Moving to a different country was an honest but totally crazy move. I arrived in France at 19 years old, I had no money, I spoke no french and I had no idea what I wanted to do with my life. But it turns out that being in France was the right move for me!

    None of us are able to achieve success without some help along the way. Is there a particular person who you are grateful towards who helped get you to where you are? Can you share a story?

    Renata. She has played such a significant role in my journey. Renata has followed me throughout the entire process of my professional and personal growth since my beginning days as a designer. And throughout this, I’m happy to say that we have become close friends :) Our lives are so intertwined with the ways in which we do business. Renata has been my go-to person for advice and instructions and while we don’t always agree on things, our ethos remains aligned. She shares the same need to stay honest and truthful with our employees and the ways in which we run our business. Now that we are older, we don’t always get the chance to talk as much as we used to. But the same level of respect is still there. I’m grateful for our solid relationship.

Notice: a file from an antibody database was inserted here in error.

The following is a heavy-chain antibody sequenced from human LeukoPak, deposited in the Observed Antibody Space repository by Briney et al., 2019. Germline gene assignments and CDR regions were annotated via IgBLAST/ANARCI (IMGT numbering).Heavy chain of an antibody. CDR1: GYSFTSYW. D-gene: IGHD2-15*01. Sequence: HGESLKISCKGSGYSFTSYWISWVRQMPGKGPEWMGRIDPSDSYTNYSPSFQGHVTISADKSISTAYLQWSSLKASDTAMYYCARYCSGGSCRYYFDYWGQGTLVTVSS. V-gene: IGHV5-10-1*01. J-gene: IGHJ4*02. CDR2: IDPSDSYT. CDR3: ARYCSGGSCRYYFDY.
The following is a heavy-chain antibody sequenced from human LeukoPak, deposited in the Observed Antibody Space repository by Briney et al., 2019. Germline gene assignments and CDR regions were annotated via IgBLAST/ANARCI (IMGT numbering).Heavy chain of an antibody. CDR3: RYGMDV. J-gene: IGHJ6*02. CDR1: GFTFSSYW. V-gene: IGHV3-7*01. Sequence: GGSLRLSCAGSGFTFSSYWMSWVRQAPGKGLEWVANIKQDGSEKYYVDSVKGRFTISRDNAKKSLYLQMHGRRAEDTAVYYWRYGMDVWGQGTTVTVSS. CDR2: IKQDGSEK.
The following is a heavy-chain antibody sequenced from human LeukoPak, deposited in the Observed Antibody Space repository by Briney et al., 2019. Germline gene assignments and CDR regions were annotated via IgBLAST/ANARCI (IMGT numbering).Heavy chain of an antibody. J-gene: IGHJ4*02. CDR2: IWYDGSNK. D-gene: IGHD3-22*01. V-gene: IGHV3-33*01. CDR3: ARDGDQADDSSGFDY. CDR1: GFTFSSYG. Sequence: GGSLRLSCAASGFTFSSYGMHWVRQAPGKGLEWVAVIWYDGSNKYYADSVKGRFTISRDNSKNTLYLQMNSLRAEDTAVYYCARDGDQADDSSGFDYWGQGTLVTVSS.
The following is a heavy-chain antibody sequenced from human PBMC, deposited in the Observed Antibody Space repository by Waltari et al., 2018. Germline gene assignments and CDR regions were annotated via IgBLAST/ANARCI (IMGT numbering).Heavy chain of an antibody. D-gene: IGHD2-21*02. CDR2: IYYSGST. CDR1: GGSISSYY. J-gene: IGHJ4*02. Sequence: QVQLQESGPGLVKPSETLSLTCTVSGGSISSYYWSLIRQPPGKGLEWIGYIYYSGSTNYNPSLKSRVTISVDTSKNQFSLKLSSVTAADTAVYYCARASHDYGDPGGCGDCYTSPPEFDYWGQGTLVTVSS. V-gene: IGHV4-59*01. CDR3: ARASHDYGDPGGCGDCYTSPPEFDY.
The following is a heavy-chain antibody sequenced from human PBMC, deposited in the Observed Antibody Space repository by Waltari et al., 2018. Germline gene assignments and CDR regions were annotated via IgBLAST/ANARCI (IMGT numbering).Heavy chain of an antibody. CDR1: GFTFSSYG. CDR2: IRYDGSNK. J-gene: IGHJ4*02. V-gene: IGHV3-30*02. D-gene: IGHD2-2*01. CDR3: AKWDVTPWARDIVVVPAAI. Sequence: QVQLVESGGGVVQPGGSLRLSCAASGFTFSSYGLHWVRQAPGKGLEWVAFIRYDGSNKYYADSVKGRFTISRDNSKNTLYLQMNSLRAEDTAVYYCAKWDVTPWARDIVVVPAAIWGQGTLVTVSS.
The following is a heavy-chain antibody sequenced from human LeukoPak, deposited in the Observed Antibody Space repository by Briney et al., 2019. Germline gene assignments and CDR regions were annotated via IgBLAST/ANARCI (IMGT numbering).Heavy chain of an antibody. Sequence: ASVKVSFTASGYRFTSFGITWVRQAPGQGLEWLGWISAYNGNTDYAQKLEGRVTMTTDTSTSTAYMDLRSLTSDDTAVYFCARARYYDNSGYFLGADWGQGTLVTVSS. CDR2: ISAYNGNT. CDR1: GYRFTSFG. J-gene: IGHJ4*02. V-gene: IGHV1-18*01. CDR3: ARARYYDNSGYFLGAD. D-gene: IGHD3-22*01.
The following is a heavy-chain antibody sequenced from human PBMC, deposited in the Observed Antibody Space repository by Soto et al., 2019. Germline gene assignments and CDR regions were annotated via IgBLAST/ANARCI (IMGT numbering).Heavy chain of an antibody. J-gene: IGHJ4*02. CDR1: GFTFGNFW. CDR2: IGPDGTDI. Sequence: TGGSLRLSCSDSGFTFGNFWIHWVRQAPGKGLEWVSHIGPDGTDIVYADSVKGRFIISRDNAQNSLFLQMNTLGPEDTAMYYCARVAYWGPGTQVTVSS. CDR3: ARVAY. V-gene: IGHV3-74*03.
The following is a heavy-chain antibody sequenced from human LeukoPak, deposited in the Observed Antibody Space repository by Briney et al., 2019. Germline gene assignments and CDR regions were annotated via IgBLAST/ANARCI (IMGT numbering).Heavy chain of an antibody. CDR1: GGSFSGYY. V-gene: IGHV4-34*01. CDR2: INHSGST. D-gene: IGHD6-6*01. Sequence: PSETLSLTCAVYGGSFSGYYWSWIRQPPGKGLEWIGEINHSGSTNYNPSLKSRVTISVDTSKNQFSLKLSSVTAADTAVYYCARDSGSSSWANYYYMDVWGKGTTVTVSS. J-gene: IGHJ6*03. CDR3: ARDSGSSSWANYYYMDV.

Extensive research suggests that “purpose driven businesses” are more successful in many areas. When your company started, what was its vision, what was its purpose?

    Luckily in the beginning stages, Renata’s vision of our company’s purpose was fully aligned with mine. We share a similar journey! We are both immigrants as well as latinx people who didn’t know the country’s language where we moved to very well. We both wanted to create a structure and business that allowed our truth to shine. We wanted to use EAT as a vessel to communicate with the world without being bogged down by a business plan that proved too rigid. Eventually the dream started working — we were bringing people in who were so inspired by what was working for us. Renata and I prioritized a positive work environment by putting respect for our employees front and center. This year in particular has also allowed us to continue to align with progressive causes, as long as the purpose maintained representative of who we were at our core. And as we grow, we want to continue to maintain an approachable vibe rather than becoming a non-approachable conglomerate.